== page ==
lassarina: Lightning in FFXIII-2 costume, as a Valkyrie (Lightning: Valkyrie)
[personal profile] lassarina posting in [community profile] rose_in_winter
Characters: Yaag Rosch, Jihl Nabaat
Rating: G
Contains: Spoilers
Wordcount: 913
Notes: Written for [personal profile] roseargent in 2017 Chosen by the Crystals.
Betas: None
Summary: He did not come to this in one fell swoop, a sudden jerking turn from a path well-trod; instead, he is the sum of his choices, one by one.

Rosch, in the ruins of the Proudclad.

Rosch does not delude himself. He is not a good person.

A good person might have tried to convince the citizens of Cocoon that they didn't need to Purge anyone who might have even seen a L'Cie on television; instead, he carries out their will.

A good person would have spent his time and energy analyzing the faults in fal'Cie rule and finding a better way, not upholding that flawed weight with all of his strength.

A good person would not have agreed to Jihl's plan to use the child to entrap the L'Cie; he would have found another way (or would he have let it go on, because crystal is better than cieth? Rosch doesn't know anymore, and he's not sure it matters.)

Jihl would have laughed and pointed out that he knew there were no good choices when he joined up. She wouldn't be wrong.


It might be accurate to say that the first choice on his road was applying to the Academy, but really, his first choice came in class, when the instructor snapped out his name and he scrambled to his feet to answer the question, with dread pulling his heart and stomach down to the floor.

"Cadet Rosch, why do we Purge those who come into contact with Pulse L'Cie?"

It was an easy question. "Because they are contaminated, sir!"

"And who decides that?" The instructor's face was unreadable, and Rosch knew this was the real test. He wracked his brain for the answer, but nothing came to him. The other cadets stared at him, and Jihl Nabaat's face had the careful blankness of someone watching her neighbor be Purged: she could see the doom and only wanted to separate herself from it.

"The fal'Cie, sir!" If he was wrong he would at least sound confident.

"Have you learned nothing, cadet?" the instructor demanded. "The Purge is not of the Sanctum, it is by the Sanctum. We Purge the contaminated because without the Purge, Cocoon's citizens would revolt. They trust in us to keep them save from anything that Pulse has touched. Do you understand?"

"Yes, sir." His face burned scarlet, and several of his classmates were sniggering.

"Enough," Jihl said abruptly, and they all fell silent. When Cadet Nabaat, unquestioned leader of the class, had something to say, no one questioned her. "Cadet Rosch understands his mistake."

The instructor moved on to someone else, and Rosch eased himself back into his seat. He wanted to thank Jihl, but she was already focused on the next question, and had no time for someone at the bottom of the class.

He vowed to change it.


Questioning everything started with something so small.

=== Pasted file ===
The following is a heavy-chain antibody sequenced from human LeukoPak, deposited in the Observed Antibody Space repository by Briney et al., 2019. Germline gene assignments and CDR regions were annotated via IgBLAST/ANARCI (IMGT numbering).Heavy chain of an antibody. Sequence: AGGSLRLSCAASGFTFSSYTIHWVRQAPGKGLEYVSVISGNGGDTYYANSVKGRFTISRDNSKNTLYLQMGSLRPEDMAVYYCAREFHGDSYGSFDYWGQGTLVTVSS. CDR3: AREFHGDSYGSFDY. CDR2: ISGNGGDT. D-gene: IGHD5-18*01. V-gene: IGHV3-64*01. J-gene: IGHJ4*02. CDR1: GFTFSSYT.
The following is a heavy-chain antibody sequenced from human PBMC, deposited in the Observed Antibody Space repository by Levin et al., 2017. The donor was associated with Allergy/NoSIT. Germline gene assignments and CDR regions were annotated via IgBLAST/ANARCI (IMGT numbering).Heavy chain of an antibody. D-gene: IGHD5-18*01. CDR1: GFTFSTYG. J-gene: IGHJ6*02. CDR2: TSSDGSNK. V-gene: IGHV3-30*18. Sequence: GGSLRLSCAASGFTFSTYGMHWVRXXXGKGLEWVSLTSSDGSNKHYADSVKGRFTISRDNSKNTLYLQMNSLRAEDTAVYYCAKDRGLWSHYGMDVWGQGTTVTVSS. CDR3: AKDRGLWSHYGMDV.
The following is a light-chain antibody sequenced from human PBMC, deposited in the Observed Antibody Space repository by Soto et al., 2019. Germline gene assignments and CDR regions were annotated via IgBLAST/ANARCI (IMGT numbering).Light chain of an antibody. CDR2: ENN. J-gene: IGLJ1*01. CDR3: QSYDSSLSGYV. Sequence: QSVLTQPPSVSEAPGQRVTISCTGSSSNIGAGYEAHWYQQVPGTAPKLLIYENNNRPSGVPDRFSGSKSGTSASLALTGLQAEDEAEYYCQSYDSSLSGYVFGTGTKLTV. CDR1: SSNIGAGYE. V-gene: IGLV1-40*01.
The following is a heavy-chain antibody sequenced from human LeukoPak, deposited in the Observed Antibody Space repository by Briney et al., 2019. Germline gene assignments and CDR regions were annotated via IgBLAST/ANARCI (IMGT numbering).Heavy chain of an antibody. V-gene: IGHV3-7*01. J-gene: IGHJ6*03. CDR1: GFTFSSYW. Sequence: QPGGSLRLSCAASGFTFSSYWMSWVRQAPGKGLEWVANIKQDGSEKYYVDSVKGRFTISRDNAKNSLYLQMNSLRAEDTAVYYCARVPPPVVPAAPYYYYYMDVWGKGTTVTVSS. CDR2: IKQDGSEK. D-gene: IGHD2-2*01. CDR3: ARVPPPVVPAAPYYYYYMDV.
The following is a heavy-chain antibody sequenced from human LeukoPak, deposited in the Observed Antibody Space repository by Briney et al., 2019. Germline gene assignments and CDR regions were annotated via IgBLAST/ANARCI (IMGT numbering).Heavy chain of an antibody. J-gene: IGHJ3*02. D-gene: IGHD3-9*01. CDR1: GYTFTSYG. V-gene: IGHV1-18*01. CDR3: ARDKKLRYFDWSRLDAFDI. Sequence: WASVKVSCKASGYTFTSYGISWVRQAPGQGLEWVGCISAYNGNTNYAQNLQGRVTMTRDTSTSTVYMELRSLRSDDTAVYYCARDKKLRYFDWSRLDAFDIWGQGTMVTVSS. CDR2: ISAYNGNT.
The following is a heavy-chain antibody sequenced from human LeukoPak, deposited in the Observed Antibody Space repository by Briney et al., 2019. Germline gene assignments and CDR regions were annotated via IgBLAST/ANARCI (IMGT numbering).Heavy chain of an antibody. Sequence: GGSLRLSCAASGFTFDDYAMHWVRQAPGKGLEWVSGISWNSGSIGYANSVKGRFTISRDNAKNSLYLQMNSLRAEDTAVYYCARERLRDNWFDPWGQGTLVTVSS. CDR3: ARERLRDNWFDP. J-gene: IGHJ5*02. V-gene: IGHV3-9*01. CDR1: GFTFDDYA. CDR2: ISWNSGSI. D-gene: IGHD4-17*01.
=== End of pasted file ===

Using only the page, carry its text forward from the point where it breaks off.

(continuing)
"What do you do when a mother refuses to let her child be Purged?" Jihl prompted, her fingertips tapping the tablet that held their practice exam questions.

"Purge them both," he recited.


"The child must be Purged one way or another; if the mother refuses to let it go, then she must also be Purged." He knew the words by heart; three years of intense study, and he had pulled close enough to Jihl's effortless ability to be second in the class. If he passed this test tomorrow, he could join PSICOM. Jihl's success was already assured.

"Why not let them stay?" She asked it almost casually, twirling her glasses around her fingers.

He opened his mouth to answer, but no words came. He thought about the question more thoroughly. Why not let them stay? Was a Pulse L'Cie truly so devastating to Cocoon?

He thought about that day in the classroom, and the instructor's disdain. "Their neighbors won't allow it," he said at last.

Jihl laughed. "Would you?"

"Would I be here if I doubted our mission?" Sometimes the safest way to answer a question was with another question.

Jihl flicked her fingertip across the tablet screen to pull up the next set of notes. "I suppose not. You would have washed out."

He'd chosen to stay, but it wasn't for the reason Jihl thought. He did doubt PSICOM's mission. He doubted, very much, the benevolence of the fal'Cie who would let those under their protection be so cruel. But he couldn't change it as just another citizen. He had to participate in order to change.

"I didn't, though," he said, since Jihl seemed to expect an answer.

"No." Her smile was quick and brilliant, and deadly. "I could use someone like you," she added casually. "Someone who knows how to work in shades of gray."

Jihl Nabaat was going to be director of PSICOM one day; it was what she wanted, and what Jihl wanted, she got. He couldn't ask for better placement than that. "It's what I do best," he said, and it was even true—he had always excelled at the exercises for intelligence-gathering and suborning targets into betraying themselves or their friends.

She looked down at the screen. "How many degrees of separation must someone be from the L'Cie to avoid Purging?"


Not every choice is the right one.

He staggers against the Proudclad as the L'Cie hurry onward to do what he hadn't been able to accomplish himself. He's been a coward after all, choosing again and again to uphold the fal'Cie's dictates, lying to himself about what he could accomplish as Jihl's right hand.

The behemoths snarl as they approach. Rosch grunts, and drags himself to his feet.

One last choice. One last chance.

He reaches for the grenade.
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